Religion vs Science Essay

This essay has a total of 1538 words and 8 pages.


Religion vs Science





This paper will examine the scientific view verse religion. I feel their support for the
big picture is shallow and untenable. I believe in science but I also have faith.

Scientific research has lead to dramatic and more humane treatments of persons suffering
from mental disease, depression, and physical injury. The reputation of scientists has
reached an all-time high. Majority of Americans have said they trust the scientific
community more than almost anyone, including the Supreme Court, organized religion,
Congress, teachers and the U.S. military. Many of these Americans believe that these
scientific advances are leading them to a better world.

The questions: What is man? What am I to do? What am I to hope for? A number of
scientists and their fans seem to consider these questions to be the clearest
manifestations of the human spirit or our nescient childhood. The scientists said “
Now that we are scientists, we can put away childish things, including the concepts of
God, the human soul and the moral responsibility.”

An advocate of this view, M.I.T. Professor Steven Pinker, argues that science is itself an
evolutionary development of the brain. He claims the mind evolved to provide just
experimental accounts of the world. He believes that questions of religion and philosophy
about the meaning of the world and human existence, are not truly meaningful ones. Pinker
said, “ religion and philosophy are but the primitive responses to the
unknown.” (Common Wealth p15)

There are alternative theories that involve science and religion. For example,
Raymo’s “new creation story.” According to this story, nature did its
own creating through unintelligent material processes, particularly the Darwinian
mechanism of random mutation and natural selection. He believes that God was only
involved in the beginning, in setting up the laws and thereafter nature runs by itself.
Raymo viewed humans as the universe becoming conscious of itself through evolution, while
prayer consists of miracles, and giving praise and thanksgiving to nature. (National
Review p32)

Scientists begin to worship their own concepts, proclaiming limitless philosophical
systems rather than concentrating on what the data is really showing. Scientists cannot
prove that known natural forces can produce complex biological organisms. No one has
demonstrated that chemical evolution cannot even begin to account for the information
content of the simplest organisms. There is no actual evidence of natural selection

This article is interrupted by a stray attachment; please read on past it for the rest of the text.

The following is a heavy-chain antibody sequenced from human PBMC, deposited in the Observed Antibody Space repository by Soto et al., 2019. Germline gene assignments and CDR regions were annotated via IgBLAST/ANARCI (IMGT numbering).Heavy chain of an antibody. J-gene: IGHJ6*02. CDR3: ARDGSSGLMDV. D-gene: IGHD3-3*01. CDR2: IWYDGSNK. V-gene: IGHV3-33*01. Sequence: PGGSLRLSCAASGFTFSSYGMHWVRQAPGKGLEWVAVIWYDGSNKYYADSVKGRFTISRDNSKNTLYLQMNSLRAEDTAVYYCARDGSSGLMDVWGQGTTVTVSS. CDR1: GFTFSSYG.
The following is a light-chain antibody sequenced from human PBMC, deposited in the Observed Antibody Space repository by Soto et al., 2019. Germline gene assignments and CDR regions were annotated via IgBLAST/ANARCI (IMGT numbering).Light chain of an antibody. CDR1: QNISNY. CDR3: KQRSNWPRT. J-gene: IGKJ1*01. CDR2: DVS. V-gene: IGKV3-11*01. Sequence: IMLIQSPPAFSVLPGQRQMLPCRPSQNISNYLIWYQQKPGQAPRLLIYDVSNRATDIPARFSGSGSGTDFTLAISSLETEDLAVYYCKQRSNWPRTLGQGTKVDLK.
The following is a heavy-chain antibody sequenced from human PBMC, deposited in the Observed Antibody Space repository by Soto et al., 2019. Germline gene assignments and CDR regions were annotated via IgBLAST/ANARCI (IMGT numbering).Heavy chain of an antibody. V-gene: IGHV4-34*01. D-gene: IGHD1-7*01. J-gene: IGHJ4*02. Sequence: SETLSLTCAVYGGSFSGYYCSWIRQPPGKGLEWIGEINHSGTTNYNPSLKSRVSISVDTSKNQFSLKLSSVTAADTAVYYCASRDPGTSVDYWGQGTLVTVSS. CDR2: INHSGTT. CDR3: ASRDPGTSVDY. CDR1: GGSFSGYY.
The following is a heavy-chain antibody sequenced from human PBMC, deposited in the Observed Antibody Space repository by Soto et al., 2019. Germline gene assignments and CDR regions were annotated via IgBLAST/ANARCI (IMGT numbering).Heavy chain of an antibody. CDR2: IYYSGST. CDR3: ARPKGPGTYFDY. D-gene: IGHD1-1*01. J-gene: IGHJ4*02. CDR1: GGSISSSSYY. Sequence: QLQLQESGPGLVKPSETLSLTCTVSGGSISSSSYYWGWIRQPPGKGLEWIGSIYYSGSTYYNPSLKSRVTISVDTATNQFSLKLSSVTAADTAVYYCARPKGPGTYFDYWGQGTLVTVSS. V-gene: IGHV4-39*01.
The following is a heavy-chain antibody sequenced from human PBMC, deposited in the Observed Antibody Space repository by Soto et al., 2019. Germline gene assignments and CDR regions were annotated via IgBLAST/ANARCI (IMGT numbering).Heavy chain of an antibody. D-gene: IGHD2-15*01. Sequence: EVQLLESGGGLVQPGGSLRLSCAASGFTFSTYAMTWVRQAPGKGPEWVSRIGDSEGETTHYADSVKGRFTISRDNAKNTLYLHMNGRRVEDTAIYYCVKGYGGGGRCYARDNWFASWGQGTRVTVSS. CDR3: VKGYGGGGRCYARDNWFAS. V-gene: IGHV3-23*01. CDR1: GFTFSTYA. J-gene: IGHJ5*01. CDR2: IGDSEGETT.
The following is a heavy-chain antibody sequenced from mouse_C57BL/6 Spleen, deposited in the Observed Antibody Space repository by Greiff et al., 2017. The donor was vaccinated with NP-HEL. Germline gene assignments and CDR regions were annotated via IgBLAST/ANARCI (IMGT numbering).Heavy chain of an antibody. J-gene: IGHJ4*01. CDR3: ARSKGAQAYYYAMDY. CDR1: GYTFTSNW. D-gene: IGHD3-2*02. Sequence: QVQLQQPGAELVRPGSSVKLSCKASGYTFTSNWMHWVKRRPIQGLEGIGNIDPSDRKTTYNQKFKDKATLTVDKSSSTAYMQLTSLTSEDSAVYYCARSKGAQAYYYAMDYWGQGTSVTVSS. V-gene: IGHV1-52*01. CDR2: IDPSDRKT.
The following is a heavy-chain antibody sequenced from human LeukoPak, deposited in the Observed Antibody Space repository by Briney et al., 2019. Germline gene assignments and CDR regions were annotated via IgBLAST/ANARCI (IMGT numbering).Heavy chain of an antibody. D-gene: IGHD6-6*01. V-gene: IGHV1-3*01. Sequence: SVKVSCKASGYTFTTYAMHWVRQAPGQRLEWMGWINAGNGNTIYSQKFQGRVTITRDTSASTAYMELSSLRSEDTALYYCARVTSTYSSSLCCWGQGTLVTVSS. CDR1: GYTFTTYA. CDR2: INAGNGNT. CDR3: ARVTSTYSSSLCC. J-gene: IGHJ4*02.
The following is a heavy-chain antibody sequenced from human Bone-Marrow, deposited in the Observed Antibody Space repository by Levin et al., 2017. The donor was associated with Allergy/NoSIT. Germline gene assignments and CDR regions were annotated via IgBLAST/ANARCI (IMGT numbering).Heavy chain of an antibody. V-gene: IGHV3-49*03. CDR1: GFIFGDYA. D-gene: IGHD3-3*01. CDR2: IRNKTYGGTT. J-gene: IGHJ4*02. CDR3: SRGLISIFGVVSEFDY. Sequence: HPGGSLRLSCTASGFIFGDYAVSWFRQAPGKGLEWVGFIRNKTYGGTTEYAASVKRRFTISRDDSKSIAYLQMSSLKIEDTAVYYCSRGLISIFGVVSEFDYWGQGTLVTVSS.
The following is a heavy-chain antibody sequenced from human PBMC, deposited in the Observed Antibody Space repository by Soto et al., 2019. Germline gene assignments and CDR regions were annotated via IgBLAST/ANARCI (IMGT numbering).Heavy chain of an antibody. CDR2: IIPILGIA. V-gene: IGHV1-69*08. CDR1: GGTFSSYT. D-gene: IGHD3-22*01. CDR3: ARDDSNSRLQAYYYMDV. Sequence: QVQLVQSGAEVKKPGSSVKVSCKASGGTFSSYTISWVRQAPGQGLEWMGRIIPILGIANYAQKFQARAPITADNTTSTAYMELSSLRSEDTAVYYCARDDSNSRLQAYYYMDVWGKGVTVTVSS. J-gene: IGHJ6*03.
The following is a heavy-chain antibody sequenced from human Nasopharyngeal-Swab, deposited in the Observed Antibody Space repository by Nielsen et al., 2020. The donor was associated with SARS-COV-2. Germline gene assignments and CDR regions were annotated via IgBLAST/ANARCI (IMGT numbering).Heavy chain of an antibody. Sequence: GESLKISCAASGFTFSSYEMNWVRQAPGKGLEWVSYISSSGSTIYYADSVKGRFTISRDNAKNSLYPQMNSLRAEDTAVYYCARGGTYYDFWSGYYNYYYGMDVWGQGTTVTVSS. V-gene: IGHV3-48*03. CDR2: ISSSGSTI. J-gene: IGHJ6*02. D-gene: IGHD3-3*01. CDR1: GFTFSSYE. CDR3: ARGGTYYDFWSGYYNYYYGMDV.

having substantial creative power. The only examples available are those of variations
in fundamentally stable populations.

In scientific perspective, molecular revolution has revealed an unforeseen domain of
complexity and interaction more consistent with technology than with the mechanical
viewpoint. Scientist have come to realize that cells thoroughly protect themselves
against the kinds of accidental genetic change that, according to conventional theory, are
the sources of evolutionary variability. The current knowledge of genetic change is
fundamentally at variance with hypothesis held by neo-Darwinists.

Everyone is in search of the their truth. Understanding, the very rich and varied world,
in which we live, the need for these insights of both science and religion are necessary.
Each is in search of the truth however; they survey different aspects of experience.
According to J. Polkingborne, “scientific facts are never plain, unvarnished
observations; to be interesting they must already be interpreted.” That
interpretation requires an interweaving of fact and opinion.

Religion on the other hand, is concerned with the search for motivated belief. Faith does
not involve closing your eyes and believing impossible thing because some unquestionable
authority tells them to do so. It is the quest for an understanding of human experience
rooted in worship, hope and the history of holiness represented by the great religious
figures of world history.

Science limits itself to treating the world as an object, which can be manipulated and put
to the experimental test. Religion is concerned with personal encounters, which can only
be treated as their own reality. The scientific testing has to give way to trusting in the
unforeseen.

There are many questions, which arise from science but which go beyond its narrow power to
answer, which seem to many of us to point in a religious direction. Scientists are
extremely impressed by the wonderful rational beauty of the physical world as it becomes
revealed through their investigations. Science is possible because the universe is a
creation, and we are made in the image of the creator. (Omni p4)

Body-soul dualism resides as the core of our culture. The majority of Americans believe
the in an immaterial self that comes into the being whole and entire conception and
survives the physical erosion of the body. It is extremely enjoyable to believe that we
reside at the link of a chain of material creation. Science instead offers, a speck of
self, formed from cosmic dust in a meaningless world. (3)

Science is not going to go away. It is far too fruitful a way of knowing to be denied by
human curiosity. Even if driven underground from its established position, it will
survive. There is little chance that science will be suppressed by the dominant culture;
it is way to useful. Who is prepared to turn over their medical and technological
establishments to revivalists. The source of our intellectual malaise is not science but
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